|Occupation||State with highest LQ||High LQ||State with lowest LQ||Low LQ|
Substance abuse and behavioral disorder counselors
Educational, guidance, school, and vocational counselors
|Louisiana and Missouri||1.43||Michigan||0.61|
Marriage and family therapists
Mental health counselors
Counselors, all other
Child, family, and school social workers
Healthcare social workers
Mental health and substance abuse social workers
Social workers, all other
Probation officers and correctional treatment specialists
|New Mexico||2.30||Massachusetts and Hawaii||0.18|
Social and human service assistants
Community and social service specialists, all other*
Directors, religious activities and education
Religious workers, all other
|Source: U.S. Bureau of Labor Statistics|
A few states have occupations listed in both the highest and lowest location quotient columns in table 2. Massachusetts had the highest location quotient for healthcare social workers (3.02) and had the lowest location quotients for directors, religious activities and education (0.09), and probation officers and correctional treatment specialists (0.18). Hawaii had the highest location quotient for community and social services, all other (2.62), and had the lowest location quotients for mental health counselors (0.18), rehabilitation counselors (0.26), and probation officers and correctional treatment specialists (0.18). Even Vermont, the state with the highest overall location quotient for the occupational group, had an occupation that was below the national average: healthcare social workers (0.93).
Map 2 shows the location quotients for every state for child, family, and school social workers. The states with the highest location quotients were Kentucky (2.05), Rhode Island (1.89), South Dakota (1.84), Hawaii (1.67), Iowa (1.60), Connecticut (1.58), Alaska (1.56), and West Virginia (1.56). Out of these states, Kentucky also had the highest employment (7,640). Annual wages vary greatly between states with high location quotients, from West Virginia, which had the lowest average annual wage of any state ($29,910), to Connecticut, which had the highest annual average wage of any state ($62,200).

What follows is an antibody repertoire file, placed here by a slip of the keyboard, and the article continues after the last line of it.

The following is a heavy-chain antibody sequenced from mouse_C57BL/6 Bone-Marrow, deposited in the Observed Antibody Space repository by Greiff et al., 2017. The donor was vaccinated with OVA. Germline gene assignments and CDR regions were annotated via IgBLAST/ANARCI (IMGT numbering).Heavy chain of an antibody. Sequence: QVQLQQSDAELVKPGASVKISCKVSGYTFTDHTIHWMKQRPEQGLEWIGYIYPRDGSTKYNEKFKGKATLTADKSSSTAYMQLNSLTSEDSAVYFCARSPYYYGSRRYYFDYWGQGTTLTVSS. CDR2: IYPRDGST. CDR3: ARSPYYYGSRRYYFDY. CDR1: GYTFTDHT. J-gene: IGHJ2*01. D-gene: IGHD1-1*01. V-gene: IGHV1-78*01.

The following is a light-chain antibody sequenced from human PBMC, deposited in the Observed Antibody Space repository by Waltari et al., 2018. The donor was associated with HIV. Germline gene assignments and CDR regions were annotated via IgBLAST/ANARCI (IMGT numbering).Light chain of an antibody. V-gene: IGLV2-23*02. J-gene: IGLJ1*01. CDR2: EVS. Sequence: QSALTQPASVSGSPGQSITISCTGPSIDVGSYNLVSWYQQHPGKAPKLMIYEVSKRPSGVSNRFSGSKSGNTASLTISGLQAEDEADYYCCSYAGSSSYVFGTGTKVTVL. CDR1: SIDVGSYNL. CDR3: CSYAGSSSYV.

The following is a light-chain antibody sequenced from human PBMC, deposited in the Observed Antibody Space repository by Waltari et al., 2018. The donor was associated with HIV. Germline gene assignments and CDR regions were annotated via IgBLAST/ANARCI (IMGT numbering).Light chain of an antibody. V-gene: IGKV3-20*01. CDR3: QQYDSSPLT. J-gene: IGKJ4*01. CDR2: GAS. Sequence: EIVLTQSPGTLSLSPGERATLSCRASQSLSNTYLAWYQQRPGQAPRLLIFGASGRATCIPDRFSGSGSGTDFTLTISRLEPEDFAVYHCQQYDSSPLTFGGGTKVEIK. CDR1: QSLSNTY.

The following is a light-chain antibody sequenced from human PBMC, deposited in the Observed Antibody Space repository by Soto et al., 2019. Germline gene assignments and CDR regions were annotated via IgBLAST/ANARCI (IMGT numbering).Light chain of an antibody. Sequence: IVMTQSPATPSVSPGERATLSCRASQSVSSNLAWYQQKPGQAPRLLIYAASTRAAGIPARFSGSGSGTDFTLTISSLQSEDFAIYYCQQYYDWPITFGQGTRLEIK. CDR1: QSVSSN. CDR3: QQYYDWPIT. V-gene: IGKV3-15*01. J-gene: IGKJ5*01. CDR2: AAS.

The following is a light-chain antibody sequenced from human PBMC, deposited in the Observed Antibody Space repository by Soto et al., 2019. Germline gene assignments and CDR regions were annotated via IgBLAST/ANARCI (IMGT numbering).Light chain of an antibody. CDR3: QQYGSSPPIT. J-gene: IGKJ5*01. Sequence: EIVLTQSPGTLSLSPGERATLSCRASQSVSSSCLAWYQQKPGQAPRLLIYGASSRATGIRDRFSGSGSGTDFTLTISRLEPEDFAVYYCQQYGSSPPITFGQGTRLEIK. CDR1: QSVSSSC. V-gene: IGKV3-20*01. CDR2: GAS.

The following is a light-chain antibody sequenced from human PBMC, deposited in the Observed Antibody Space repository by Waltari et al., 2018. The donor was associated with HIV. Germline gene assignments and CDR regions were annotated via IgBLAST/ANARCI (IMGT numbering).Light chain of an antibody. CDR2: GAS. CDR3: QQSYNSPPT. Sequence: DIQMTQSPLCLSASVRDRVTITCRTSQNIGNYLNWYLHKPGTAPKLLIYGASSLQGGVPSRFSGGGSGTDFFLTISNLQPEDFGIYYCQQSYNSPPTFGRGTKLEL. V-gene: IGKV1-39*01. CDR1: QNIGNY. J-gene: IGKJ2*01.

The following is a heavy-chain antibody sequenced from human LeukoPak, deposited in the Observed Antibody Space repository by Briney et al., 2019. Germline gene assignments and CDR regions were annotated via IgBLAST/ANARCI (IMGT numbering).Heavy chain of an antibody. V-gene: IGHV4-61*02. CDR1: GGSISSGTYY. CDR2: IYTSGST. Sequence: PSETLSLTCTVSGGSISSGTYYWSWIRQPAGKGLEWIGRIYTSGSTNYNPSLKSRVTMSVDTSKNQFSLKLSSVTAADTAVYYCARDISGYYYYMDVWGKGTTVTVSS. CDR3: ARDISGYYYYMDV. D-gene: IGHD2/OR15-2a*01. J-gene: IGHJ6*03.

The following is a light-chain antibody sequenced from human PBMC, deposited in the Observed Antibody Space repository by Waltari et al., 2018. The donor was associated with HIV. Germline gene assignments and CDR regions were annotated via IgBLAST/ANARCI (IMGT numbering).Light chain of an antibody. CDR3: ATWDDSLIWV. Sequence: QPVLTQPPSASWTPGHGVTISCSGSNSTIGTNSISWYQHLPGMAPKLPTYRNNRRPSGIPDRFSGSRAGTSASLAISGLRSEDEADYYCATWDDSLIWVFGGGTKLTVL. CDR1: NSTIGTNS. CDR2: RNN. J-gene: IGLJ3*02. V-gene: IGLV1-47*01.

Map 3 shows the highest and lowest location quotients for child, family, and school social workers in metropolitan and nonmetropolitan areas. Kentucky had the highest location quotient of any state for this occupation, and had high location quotients for many of its metropolitan and nonmetropolitan areas. Elizabethtown had the second-highest location quotient (4.26) out of all the metropolitan areas in Kentucky, with an average annual wage of $34,690, and employment of 410 child, family, and school social workers. Owensboro had the fifth-highest location quotient (2.51), an average annual wage of $26,450, and an employment of 260. There are four nonmetropolitan areas in Kentucky and three of them appear in the top five of all nonmetropolitan areas having the highest location quotients for child, family, and school social workers in the United States. The East Kentucky nonmetropolitan area had the highest location quotient (4.02) out of any nonmetropolitan area in the country, with an average annual wage of $37,340 and employment of 1,010 child, family, and school social workers. The third-highest location quotient (2.66) for a nonmetropolitan area was in South Central Kentucky, which had an average annual wage of $37,070 and an employment of 950. Finally, the fifth-highest location quotient (2.56) for a nonmetropolitan area belonged to West Central Kentucky, which had an average annual wage of $38,110 and an employment of 830.